The climactic scene from Prano Bailey-Bond’s new horror film Censor presents an image that will be familiar even to moviegoers who watch horror movies with their hands clasped over their eyes: a bloody young woman running through the woods. But the way the character says, Censor the protagonist Enid (Niamh Algar), achieves it like no previous film – Enid is a film censor in the mid-80s in England whose work begins to blend into its reality in hallucinogenic proportions. Not only Censor providing a unique take on meta-horror, he’s exceptionally thorough in his exploration of the psychology of his protagonist.
“There is a language of horror that the public understands,” Bailey-Bond told Jezebel this week from London via Zoom. “With hardcore fans, you can have another conversation in the horror genre you’re referring to. I really appreciate it. But also creating female characters that maybe feel a little more real to me… you kind of want to update those things and keep them up to date.
For the record, Bailey-Bond, who co-wrote Censor starring Anthony Fletcher, is a horror fan who adored the type of movies that its protagonist is on a mission to protect audiences. Censor takes place in Thatcher’s England at the time of the ‘video nasties’, a unique cultural moment in the UK during which violent and bloody exploitation films from the ’70s and’ 80s were presented in the press as a cause of specific crimes and, more generally, the evils of society. This led to the cutting and (in most cases, temporary) ban on multiple films, including well-known genre entries like The last house on the left and I spit on your grave. The list of 72 films that have been prosecuted (or for which lawsuits have been attempted) has become an infamous treasure for horror fans. The closest American counterpart is the “grindhouse movie,” but these were widely available on this side of the Atlantic uncut.
“Personally, I don’t think this movie is going to make someone throw their moral compass out the window and do something really horrible to someone else,” Bailey-Bond said. “If someone does this, it’s because they’re out of balance. We need mental health support. I think it’s about seeing how we deal with people who need help. It’s an easy fix and easy blame to say that a movie or some type of music or video game is going to cause someone to do something horrible to someone else. I just think it’s more complicated than that.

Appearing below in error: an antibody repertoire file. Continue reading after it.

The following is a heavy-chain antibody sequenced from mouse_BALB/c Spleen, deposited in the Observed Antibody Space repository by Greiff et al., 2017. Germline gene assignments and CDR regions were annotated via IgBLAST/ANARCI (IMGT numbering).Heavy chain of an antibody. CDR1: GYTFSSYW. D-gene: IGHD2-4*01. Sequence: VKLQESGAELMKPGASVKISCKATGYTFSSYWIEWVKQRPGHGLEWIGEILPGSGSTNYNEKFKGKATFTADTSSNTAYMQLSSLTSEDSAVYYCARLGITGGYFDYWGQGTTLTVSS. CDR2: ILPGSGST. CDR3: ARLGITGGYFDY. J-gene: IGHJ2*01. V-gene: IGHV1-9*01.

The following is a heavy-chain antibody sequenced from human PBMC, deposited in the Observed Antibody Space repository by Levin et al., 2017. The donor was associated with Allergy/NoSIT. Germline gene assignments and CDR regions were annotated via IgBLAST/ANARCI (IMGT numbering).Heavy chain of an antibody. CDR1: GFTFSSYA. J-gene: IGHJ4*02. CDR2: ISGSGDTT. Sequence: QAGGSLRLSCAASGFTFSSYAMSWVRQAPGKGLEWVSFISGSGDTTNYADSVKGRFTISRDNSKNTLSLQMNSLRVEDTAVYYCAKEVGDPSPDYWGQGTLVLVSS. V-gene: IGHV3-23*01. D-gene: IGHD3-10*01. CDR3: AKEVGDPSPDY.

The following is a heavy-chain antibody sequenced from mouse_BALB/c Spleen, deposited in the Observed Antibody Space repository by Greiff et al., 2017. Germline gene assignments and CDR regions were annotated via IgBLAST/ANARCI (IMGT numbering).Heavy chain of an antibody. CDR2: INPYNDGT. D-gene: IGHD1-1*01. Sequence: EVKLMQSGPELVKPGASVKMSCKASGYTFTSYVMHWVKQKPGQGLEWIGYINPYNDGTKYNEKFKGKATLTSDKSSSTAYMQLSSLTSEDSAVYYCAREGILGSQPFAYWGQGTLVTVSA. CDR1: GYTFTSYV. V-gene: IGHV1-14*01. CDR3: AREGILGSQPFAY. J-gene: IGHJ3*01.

And complicating is something Censor done prodigiously. On the one hand, the film does not suggest that the entertainment has non focusing on her psyche – still reeling from the loss of her sister’s childhood, Enid begins to fill in the hazy details of the disappearance when she recalls it in a movie she is tasked with seeing again, Do not enter the church. (This is one of the many compelling, villainous films in the film that Bailey-Bond has imagined.) It’s not that the character isn’t influenced by what she sees; is that his experience is so singular and so obviously as informed by his own mental health issues as by exploring said experience, Censor is able to lay bare the ridiculousness of making art a scapegoat directly responsible for people’s behavior. The savage development of the aforementioned third act, in which Enid breaks the spectator continuum and enters an alternate cinematic reality, functions as an ad absurdum argument. This is what movies would look like to dictate people’s behavior, this Censor, as its protagonist wields an ax in a cabin in the woods. A deceptively sunny resolution that, via video glitches, calls out bullshit about itself, imagines what the world would be like if the censors were right and always right about art carrying all the social responsibility for human behavior. So it’s ridiculous.